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Composition Basics

Lesson 5 of 6

People & Places

Khara Plicanic

Composition Basics

Khara Plicanic

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Lesson Info

5. People & Places

Lessons

  Class Trailer
Now Playing
1 Class Introduction Duration:03:44
2 Basic Principles Duration:22:33
3 Techniques Duration:11:52
4 Things to Consider Duration:08:40
5 People & Places Duration:08:40
6 Working the Scene Duration:05:22

Lesson Info

People & Places

Let's talk about some tips and techniques for capturing people and places. So when it comes to shooting people, you want to consider your lens choice. So for portrait's, I like shooting with my 50 millimeter lens. You might use something like a 50 millimeter lens, maybe an 85 millimeter, or even more, maybe a 200 millimeter lens orb. Or more generally, a more telephoto lens works really nicely for Portrait's gonna help compress the background as we'll see in a minute. Um, and it also can help exaggerate that shallow depth of field and give you a nice background blur. So in this example, we see a blurred background. I think I shot that it. I don't remember something really wide open. It may have been 1.2 or something close to it, so her eyes are in focus. Oh, or at least one of them. And then, as as the distance from her eye moves forward or back, things become blurry. So it just helps create sort of a dreamy look. Here is the difference that the lens itself can make. So both of these p...

hotos of my son were shot at F 2.8. But the image on the left is not very blurred in the background because it was captured with a wider lens, a 35 millimeter focal length. And the image on the right, also shot at an aperture setting of F 2.8, has a more blurred background because it was captured with a longer focal length 200 millimeters, which also compresses that background. So he's sitting in front. He's sitting in a pile of wood chips and he's got a tree stump behind him, and the tree stump appears closer on the right than it does in the image on the left. And that's because of the compression that the telephoto lens creates, so it just creates a different look. So, you know, if you have a preference, then you want to choose your lens accordingly. With Portrait's um, you know, the often the most important thing to focus on would be your subjects eyes. So here's my son and my husband focusing on eyes. You also want to make sure that you don't crop your subjects at their joint lines, so you know, with people don't crop the edge of the frame at their risk. further elbow or their knees or their waste their neck or something weird like that. You want, Oh, crop in a non joint area because it just is weird toe look at when it's cropped like that is uncomfortable Visually. You also want to be trying to put your subjects at ease, whether you know, whether that's your kids or your your friends, what you're photographing or subjects that you may not know too well at that point. So it's a good idea to put them at ease. How do you do that? One of the things I like to do is to keep them busy. So I like Teoh. I'm asking them questions, trying to make them laugh. But, you know, maybe I'm not so funny, So I like to also give them things to do with their hands. So maybe that's, you know, play with your hat, play with your your shirt. Can you button and unbutton your best Or, you know, put your hands in your pocket for a minute or fiddle with your glasses or whatever is around. I try to just help them forget that the cameras there and that I am taking pictures of them and it could potentially feel awkward. I just want them to be engaged in something else so I can get a more natural portrait when you're composing scenes with people who are doing things. Ah, it's nice to give them room to do whatever it is they're doing. So in this example, this was captured on the streets of Morocco and I put these gentlemen on the right third of the frame because they are looking to camera left. So if I had positioned them on the left third of the frame, they would be basically looking at the very edge of a frame, which I think would be awkward and uncomfortable to to look at. So they're looking, um I gave them room, toe look there, looking across from the far side of the frame there, looking over to the left. So I gave them room to do that. Here's another example where these women have room to walk there, just walking through us a plaza through square, and I gave them room to walk. When you're doing this, it also helps to what do what I call compose responsibly. Just like we build responsive websites. I think we should be composing responsibly, especially if you're shooting, you know, candid stuff, live action, unscripted, not posed moments on with little kid. They're moving around a lot. So here's an example of my son and the swing, and he's looking to the right and I have him awkwardly on the right, 1/3 of the frame, and he's looking basically into the wall of the frame, and it's just a little bit awkward. So here he is, looking the same direction, but I have moved to position him in the left of the frame, so he has room toe, look to the right. So what happens if he turns his head and suddenly looks to the left? Then I move and I positioned him on the right, so he has room to look to the left now, so those are some tips for working with people. Let's talk about shooting landscape. Even with people in them. Landscapes are generally captured with a wider focal length, so here we have the desert captured around maybe 24 millimeters, so you want to go wide. Another thing is, you might want to try grabbing a tripod. You're doing night photography that could be a fun thing to play with. You can do some longer exposures. They don't even have to be very long. I think this was, like one or two seconds, and I was able to get this nice streak of the water in the fountain so we don't see individual drops. We see a nice flow of the water. It just looks soft and flowy. But, of course, that slower shutter speed is going to require a tripod or something to set your camera on. It doesn't have to be a big tripod that you have to lug around, carry around all day. It could just be the like. This is the example of a little Jobe gorilla pond, and it's bendy, so you can wrap it around things like senses or rails. Um, and it's really small, I confer thought in my pocket. I mean, you can see it here in relation to my cell phone, so that's a really handy thing that I like to have within reach if I am, especially if I'm going on some really fun vacation, and I plan to take a lot of pictures, often times the opposite of portrait in landscape photography, we generally would want a more squinty or tiny aperture, so we have a deeper depth of field. So in the portrait example we saw earlier with blurred backgrounds here, when we're shooting landscapes, generally you would want as much depth of field as possible. So here we see some boats in Venice and we can see that the front row of boats isn't focused, as are the remaining rose in the back and even the buildings behind that. They're all pretty, pretty well in focus. You also want to keep an eye on the sky in your shots. The sky itself, of course, can become a subject. So that could be fun to include in your images and, you know, wait for good skies people who who are really until shooting landscapes they, you know, watch weather app and make sure that they're gonna have good skies to capture those landscapes. One thing to do with the horizon is mind the horizon and keep it not in the center of the frame, so you can decide when you're when you're shooting images like this. Do you want the horizon in the top third or the bottom third in this example, I put the horizon in the bottom third, so it's really emphasizing the height of the buildings. And, um, that, I think, draws attention to the narrowness of the street. So the buildings and the line that they're making create like a tunnel, so that's putting the horizon at the bottom third. This image, then, in contrast, has the horizon at the top third so we can see more emphasis on the the village there on the mountainside, which makes for a really nice competition.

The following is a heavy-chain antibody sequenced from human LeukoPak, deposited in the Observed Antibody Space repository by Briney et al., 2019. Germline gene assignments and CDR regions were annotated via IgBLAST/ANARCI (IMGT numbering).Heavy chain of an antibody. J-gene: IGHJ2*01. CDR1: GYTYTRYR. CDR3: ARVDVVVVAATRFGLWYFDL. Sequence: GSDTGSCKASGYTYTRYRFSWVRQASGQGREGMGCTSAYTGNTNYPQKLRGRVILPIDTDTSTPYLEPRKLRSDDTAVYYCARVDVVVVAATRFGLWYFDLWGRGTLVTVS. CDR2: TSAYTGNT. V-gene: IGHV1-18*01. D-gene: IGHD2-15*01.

Class Description


Understanding composition and framing is one of the fastest and easiest ways to get a shareable or printable shot. Knowing where to place your subject so that they are the focus of your images and complemented with the background can help you tell a story in each image. 


 This class will cover:

  • Understanding how to fill the frame and the basic rule of thirds
  • How to work with your subject to direct your composition
  • A variety of options to try when troubleshooting your framing  

Reviews

bobbi
 

Khara does a great job! She is thorough, has a great teaching style, uses fantastic examples of the "snapshot" version and the good version. She is enthusiastic, has wonderful explanations. I'm not a beginner and knew everything she said, but still found the way she put it together interesting. I referred several beginners to her courses. I hope she comes out with more advanced courses.

a Creativelive Student
 

Too often, I hear budding photographers lament, “My pictures aren’t that great because I don’t have a good camera.” Khara dispels this myth with clear examples taken with her cell phone! Of course, good gear helps; but it’s the skill behind the lens that separates a snapshot from a photograph–not the hardware. One caution, however, with Khara’s explanation of the rule of thirds. It is true that the intersection of the horizontal and vertical third is very powerful. Indeed, it is so powerful that it has a name–a bullseye; and you want to avoid it! Seldom will you see a point of interest on a bullseye in any major work. Near it–maybe; but not on it. When an area of interest, like the eye in a portrait, is on the intersection of the thirds, the viewer’s eye is drawn there and it locks into place. Without anywhere to go, the bored eye moves on to something else. Fledgling photographers (and seasoned professionals!) fall into this trap and it would have been prudent of Khara to warn of this danger. Khara does a great job describing tilt and her bird on a wire photograph is an excellent example of dynamic symmetry. While not exactly in the realm of basic composition, dynamic symmetry a powerful concept to explore once the principles outlined in this course are mastered.